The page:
Thursday, March 31, 2016

Chapter 9: Deus Ex Machina

           The early morning mist washed over the woodwalk maze that made up the dock of Malthanon’s harbor.  Even though the sun was barely up in the sky, most of the ships that called the dock home had left hours before the sun had risen.  The few ships left; anchored in their stalls; rocked back and forth, betraying the swells of the tide.
The peaceful, yet haunting scene on the wooden walkways was mostly unpeopled; save for a few sailors who had missed being staffed on the pre-dawn fishing expeditions. 
Cecily led her friends eagerly onto the docks.  On the walk back to the White Light Tavern the night before, she and Tarsus talked heatedly about what their next step should be.  Cecily felt strongly that the answer to their problem could be found on the harbor.  Tarsus was not so sure he agreed.  But without any better ideas, he felt it wiser to trust to a passionate leaning rather than to a belabored decision arrived at through cautious consensus.
“Didn’t quite get our money’s worth, leaving so early, did we?” Finnian asked through a yawn.
“This is not a holiday,” Cecily answered, maintaining her focus on the dock.  “We are not here to sleep.”
“Then why are we here?” Finnian protested.  “If the priests of Malthus don’t believe the Under Isle even exists; and remember, these are men who believe that women who can’t have babies just don’t pray enough; how do you expect us to find a sailor with any knowledge of the place?”
“It’s an island.  Right?” Cecily snapped, finally turning to her right and confronting both Finnian and his skepticism head on.  “Therefore, it stands to reason it lies somewhere on the high seas.  Sailors are out on those waters everyday.  They have seen more in their travels than any of the priests have seen in their lifetimes.  I don’t know about you, but I’d rather ask questions to those who have real knowledge and experience of the subjects I’m inquiring about rather than those who can only speak with authority on their own assumptions, ignorantly mistaking those assumptions for facts.”
Finnian opened his mouth instantly, but no words came out.  He looked at Cecily with widening eyes as the realization of what she had said struck him.  “I agree,” he finally admitted.  “That’s the most sensible thing I’ve heard you say since we set out.”
Cecily looked at him suspiciously.  After a moment, she offered a hesitant smile and nodded her thanks for the compliment.  She turned from Finnian then, perhaps not wanting to give him the chance to say anything that would ruin their moment of solidarity.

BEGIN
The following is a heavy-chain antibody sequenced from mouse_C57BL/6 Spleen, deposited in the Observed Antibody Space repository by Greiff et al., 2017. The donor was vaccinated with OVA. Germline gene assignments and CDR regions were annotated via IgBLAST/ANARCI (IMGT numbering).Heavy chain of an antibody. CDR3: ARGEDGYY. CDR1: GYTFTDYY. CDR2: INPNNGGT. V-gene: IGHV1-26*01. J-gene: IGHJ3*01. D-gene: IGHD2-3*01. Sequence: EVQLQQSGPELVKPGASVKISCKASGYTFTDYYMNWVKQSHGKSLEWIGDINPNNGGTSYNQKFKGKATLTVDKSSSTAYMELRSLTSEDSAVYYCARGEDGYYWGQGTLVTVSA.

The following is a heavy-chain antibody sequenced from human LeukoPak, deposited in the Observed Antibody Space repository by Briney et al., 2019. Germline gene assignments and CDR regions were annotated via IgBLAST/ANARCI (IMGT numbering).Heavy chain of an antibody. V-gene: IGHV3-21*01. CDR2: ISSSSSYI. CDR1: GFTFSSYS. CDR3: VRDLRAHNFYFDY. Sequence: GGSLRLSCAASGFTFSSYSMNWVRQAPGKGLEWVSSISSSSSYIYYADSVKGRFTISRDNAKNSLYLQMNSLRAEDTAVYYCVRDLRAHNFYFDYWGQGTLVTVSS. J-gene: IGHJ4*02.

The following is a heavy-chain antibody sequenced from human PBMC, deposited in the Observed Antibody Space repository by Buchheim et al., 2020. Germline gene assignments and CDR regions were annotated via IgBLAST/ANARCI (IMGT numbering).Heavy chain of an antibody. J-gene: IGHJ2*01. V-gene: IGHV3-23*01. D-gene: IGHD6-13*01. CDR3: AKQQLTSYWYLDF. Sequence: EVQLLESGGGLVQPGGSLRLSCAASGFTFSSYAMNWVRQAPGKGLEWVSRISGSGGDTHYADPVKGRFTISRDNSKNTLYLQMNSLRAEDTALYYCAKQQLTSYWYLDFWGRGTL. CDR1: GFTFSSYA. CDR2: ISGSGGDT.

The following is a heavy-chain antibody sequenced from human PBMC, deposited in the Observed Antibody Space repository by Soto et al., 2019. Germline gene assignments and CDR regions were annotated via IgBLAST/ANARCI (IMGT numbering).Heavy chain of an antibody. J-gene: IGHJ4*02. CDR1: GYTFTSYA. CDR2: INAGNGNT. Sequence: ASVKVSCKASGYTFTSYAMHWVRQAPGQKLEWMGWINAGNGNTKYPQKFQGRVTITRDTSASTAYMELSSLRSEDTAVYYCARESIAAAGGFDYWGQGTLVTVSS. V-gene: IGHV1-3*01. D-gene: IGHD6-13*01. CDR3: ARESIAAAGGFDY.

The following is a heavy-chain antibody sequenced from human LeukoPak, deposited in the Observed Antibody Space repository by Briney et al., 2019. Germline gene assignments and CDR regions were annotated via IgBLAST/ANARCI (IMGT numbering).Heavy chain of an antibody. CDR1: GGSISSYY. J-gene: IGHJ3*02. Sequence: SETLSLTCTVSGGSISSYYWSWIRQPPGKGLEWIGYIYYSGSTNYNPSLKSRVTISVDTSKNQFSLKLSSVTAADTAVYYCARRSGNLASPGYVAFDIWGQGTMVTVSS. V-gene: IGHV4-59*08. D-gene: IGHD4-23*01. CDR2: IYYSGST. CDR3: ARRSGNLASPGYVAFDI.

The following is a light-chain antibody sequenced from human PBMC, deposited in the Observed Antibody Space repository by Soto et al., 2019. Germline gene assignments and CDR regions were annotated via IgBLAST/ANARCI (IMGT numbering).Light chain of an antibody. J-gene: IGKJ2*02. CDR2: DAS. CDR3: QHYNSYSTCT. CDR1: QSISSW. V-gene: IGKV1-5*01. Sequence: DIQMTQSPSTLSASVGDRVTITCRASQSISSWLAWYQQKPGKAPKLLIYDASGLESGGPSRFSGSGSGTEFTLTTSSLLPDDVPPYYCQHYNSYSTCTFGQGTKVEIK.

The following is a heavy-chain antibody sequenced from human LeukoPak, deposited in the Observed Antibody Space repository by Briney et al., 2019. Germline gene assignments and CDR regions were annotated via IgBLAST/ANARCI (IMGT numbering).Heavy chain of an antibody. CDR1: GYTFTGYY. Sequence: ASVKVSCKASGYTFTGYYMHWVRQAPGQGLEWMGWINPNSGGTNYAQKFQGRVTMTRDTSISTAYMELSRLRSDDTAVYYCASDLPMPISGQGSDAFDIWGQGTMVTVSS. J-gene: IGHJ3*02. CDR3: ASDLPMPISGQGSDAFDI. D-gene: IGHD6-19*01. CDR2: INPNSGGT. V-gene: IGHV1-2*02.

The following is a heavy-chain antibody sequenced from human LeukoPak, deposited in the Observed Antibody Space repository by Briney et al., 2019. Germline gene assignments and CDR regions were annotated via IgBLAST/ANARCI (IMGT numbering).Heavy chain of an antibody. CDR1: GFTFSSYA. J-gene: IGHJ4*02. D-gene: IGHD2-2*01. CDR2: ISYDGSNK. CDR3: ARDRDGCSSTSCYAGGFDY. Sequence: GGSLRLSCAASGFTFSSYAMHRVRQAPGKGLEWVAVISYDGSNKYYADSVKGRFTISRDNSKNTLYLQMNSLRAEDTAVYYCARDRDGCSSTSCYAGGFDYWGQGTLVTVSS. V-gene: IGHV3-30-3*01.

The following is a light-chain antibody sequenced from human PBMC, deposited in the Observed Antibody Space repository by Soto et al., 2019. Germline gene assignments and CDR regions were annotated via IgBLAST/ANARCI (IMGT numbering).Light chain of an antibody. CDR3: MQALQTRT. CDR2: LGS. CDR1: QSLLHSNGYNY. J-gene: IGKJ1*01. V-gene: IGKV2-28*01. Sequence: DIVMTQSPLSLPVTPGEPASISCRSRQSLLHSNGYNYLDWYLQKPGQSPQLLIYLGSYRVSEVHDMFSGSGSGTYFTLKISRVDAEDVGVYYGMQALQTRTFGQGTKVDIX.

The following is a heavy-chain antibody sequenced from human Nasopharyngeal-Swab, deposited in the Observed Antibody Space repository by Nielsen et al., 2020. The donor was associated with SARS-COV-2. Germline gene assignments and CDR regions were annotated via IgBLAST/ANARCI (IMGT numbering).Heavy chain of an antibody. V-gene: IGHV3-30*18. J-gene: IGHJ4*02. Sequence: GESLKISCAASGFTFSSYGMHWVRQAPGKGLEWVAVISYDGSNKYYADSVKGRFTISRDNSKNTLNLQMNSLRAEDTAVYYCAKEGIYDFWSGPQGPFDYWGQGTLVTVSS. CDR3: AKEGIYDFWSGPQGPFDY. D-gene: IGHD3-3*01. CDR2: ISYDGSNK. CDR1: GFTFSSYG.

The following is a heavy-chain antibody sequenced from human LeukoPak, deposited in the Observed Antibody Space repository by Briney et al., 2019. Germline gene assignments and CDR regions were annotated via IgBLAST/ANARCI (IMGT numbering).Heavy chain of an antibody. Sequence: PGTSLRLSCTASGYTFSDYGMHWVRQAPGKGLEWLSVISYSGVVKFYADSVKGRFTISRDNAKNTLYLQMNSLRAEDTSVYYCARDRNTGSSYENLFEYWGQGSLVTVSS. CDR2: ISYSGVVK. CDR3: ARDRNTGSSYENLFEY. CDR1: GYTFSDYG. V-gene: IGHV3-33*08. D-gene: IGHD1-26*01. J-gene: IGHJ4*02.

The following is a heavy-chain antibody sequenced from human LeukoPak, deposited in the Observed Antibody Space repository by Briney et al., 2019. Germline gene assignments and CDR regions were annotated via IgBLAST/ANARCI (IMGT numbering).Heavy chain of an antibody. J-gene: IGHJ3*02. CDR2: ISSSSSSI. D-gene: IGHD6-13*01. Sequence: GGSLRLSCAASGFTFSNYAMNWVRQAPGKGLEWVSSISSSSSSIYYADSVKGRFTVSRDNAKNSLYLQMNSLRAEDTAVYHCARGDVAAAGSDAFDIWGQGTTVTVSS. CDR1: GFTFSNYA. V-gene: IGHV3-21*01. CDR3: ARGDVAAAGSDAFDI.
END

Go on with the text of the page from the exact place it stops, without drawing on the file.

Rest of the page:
Not far from where the three of them stood, a sailor sat whittling.  Cecily approached the man and began a quiet conversation.
“Perhaps not all those who revere the gods are ignorant fools that want to be proven right without having to think,” Tarsus said, smiling at the flummoxed expression that still dressed his friend’s face.
Finnian’s incredulity shrank then, and he looked back at Tarsus shrewdly.  “And perhaps not all those who doubt the gods are self-important boobs who only want to prove others wrong because they prize thinking over feeling.”
“You’re not a boob?” Tarsus mocked.
“Give me credit, Tarsus,” Finnian said, very seriously.  “Even if I am, that was a very astute answer.  Just because I like women and beer doesn’t mean I can’t be incredibly insight…”
Finnian was suddenly shunted forward.  Tarsus held out his arms to catch his young friend.
“Are you alright?” Tarsus asked.
“Fine,” Finnian answered, pushing himself back onto his own feet.
As Finnian straightened, a large figure, hooded and wearing a brown cloak, appeared next to the pair of friends.  Tarsus could not see all of the stranger’s face, which was half covered by a cloth mask.  But above the cloth, he did notice a pair of beautiful blue-green eyes.  They reminded him of the sea.
“Sorry,” the veiled figure said in what was unmistakably a feminine voice.  She bowed to Finnian.
“Not at all,” Finnian replied with a wide smile.  He’d clearly noticed the stranger’s eyes and the dulcet tone of her apology; and thus his charm burst forth like a frothy wave breaking through a dam.  “I suppose it was inevitable I’d bump into someone in this crowd.”
Tarsus looked around them.  Cecily was ahead, speaking to one sailor.  Behind them two sailors sat eating a late breakfast, and three horses were trotting up to the wooden walkway of the harbor.  There was no crowd.
“I am glad that who I bumped into was someone with eyes as lovely as yours,” Finnian flattered.
Just then, a trumpet blared.  Tarsus, Finnian and everyone around them turned to the harbor entrance.  The three horses that Tarsus saw approaching came to a halt at the dividing line between the stone street of the city and the wooden walkway of the harbor.  Sitting atop the horses were three shining white knights wearing silver helms.  They were knights of the KingsGuard, and they were irradiant in the morning light.
“You there,” the knight in the center called out in a strong and familiar voice.  Tarsus did not have time to reflect on that, though, as the knight pointed a hand directly at him.  “Come forward please.”
“Me?” Tarsus asked, looking around.
“The woman,” the voice of the central knight rang out.  Tarsus and Finnian both turned then, to see Ceclily, who was also turning to look behind her.  Surely, there must have been some other suspicious looking woman on the docks.